December 7, 1941 is described by President Franklin Roosevelt as “a date which will live in infamy.” Japan, without declaring war, attacked the Hawaiian Islands killing 2,403 and wounding 1,178 mostly soldiers and sailors assigned to the Pacific Fleet.
The country was at war and there was no going back to a state of international neutrality that characterized America’s foreign policy for the first half of the Twentieth Century. While it is true that the United States entered very late into World War I, it was because of President Wilson’s concern that we take part in “a war to end all wars” rather than the common desire of the country to tend to our own business.
The same is somewhat true of President Roosevelt as he struggled to help the democracies, especially Great Britain, with supplies and war materials to fight off the German onslaught beginning in 1939 while maintaining a semblance of neutrality and respecting the anti-war mood of the country. In the early years of World War II, the fear was that the United States might be left alone to deal with the Nazis, Fascist and Communists that were in the process of devouring Europe and Asia.
The Japanese attack changed all of that as The United States joined World War II and its industrial and military might in part transformed the power structure of the struggle. It also altered the focus of the nation from inward-looking to that of global leader.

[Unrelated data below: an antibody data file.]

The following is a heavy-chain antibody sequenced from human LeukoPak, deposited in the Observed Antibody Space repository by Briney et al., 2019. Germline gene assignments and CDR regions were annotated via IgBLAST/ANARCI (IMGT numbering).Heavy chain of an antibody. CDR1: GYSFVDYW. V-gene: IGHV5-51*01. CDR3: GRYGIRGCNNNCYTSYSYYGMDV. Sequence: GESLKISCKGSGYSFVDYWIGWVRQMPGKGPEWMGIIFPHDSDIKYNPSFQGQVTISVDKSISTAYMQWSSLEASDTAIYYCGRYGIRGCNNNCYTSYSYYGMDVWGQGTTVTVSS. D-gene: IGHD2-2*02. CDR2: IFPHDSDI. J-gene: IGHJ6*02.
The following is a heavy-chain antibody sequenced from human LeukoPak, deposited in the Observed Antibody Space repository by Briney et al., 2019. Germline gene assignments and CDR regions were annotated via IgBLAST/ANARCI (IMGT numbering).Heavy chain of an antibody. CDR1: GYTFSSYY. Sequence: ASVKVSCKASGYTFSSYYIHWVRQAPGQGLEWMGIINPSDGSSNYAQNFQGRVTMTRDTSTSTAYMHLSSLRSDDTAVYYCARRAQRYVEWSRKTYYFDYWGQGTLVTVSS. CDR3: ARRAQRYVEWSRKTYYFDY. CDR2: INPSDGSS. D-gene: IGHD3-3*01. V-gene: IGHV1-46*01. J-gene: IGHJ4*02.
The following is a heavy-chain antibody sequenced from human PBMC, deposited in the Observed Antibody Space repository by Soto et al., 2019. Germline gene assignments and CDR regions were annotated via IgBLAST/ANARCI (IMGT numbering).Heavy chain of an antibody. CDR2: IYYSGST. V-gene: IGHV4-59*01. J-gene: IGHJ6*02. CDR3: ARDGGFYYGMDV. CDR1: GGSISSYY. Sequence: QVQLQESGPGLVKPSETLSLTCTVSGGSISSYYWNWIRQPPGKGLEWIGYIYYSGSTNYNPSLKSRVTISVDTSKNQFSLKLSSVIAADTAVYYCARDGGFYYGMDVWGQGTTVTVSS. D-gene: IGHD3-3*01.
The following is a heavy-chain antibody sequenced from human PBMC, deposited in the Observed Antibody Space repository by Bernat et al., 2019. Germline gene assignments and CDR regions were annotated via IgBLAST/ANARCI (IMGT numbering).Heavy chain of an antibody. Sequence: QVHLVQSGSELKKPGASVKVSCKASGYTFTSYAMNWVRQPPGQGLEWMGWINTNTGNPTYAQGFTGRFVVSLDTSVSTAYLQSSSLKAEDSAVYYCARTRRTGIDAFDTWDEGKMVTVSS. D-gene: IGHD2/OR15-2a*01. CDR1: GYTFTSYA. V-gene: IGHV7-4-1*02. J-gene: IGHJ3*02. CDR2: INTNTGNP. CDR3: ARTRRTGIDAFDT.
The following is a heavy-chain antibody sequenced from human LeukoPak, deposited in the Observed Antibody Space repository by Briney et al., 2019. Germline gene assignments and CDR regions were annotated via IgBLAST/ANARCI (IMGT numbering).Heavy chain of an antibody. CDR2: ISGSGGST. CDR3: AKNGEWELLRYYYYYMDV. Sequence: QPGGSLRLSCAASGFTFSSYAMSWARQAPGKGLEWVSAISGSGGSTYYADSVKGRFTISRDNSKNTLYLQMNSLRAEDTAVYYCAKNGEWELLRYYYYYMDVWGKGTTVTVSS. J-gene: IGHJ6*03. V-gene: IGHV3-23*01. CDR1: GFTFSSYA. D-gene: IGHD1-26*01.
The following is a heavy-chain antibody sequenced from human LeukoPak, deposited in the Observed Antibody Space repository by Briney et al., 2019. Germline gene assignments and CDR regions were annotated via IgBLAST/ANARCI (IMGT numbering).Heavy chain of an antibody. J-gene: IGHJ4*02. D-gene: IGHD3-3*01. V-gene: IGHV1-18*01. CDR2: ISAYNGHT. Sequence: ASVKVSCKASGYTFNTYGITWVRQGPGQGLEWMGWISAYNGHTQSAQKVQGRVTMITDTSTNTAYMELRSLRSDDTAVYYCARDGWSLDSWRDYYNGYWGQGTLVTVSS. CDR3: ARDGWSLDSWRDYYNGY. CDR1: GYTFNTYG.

America’s ascendency to the status of the only superpower is a story that began in Pearl Harbor. After the war, its adversary became the Soviet Union and its Communist ideology that sought to expand its influence across the world.
The contest between these two superpowers, their allies and ideas played out in places like China, Korea, Iran, Vietnam, the Middle East, India, Pakistan and Afghanistan. In time, the Soviet Union began to unravel and lowered its flag on December 26, 1991, an event that left the United States alone on top of the political and military world.
It is in the role of sole superpower that the U.S. led a coalition to oust Saddam Hussein from Kuwait in the 1990-91 Gulf War. This was followed by the war in Afghanistan that began in 2001 in response to the 9/11 terrorist attack sponsored by Mohammed Bin Laden and Al Qaeda operating in that country.
The most recent major war under the leadership of the United States as a sole superpower was the invasion of Iraq in 2003. We are still engaged in Iraq and Afghanistan in a war against terrorist that is in its 17th year.
Just as Pearl Harbor signaled the beginning of America’s rise as the major political and military power in the world, 9/11 may very well be the beginning of the end of the story. 9/11 and the Great Recession appears to be changing the views of many as to our place in the community of nations.
Certainly the political division in this country is in part caused by differing opinions in this regard. The America First Movement represents a case in point of a desire to go back to an America before it was great.
The U.S. is a world leader built on the sacrifice of so many beginning with those thousands of dead and wounded at a military outpost called Pearl Harbor, Hawaii on December 7, 1941. In that spirit, we celebrate all warriors who say, “sleep well, no one will hurt you tonight.”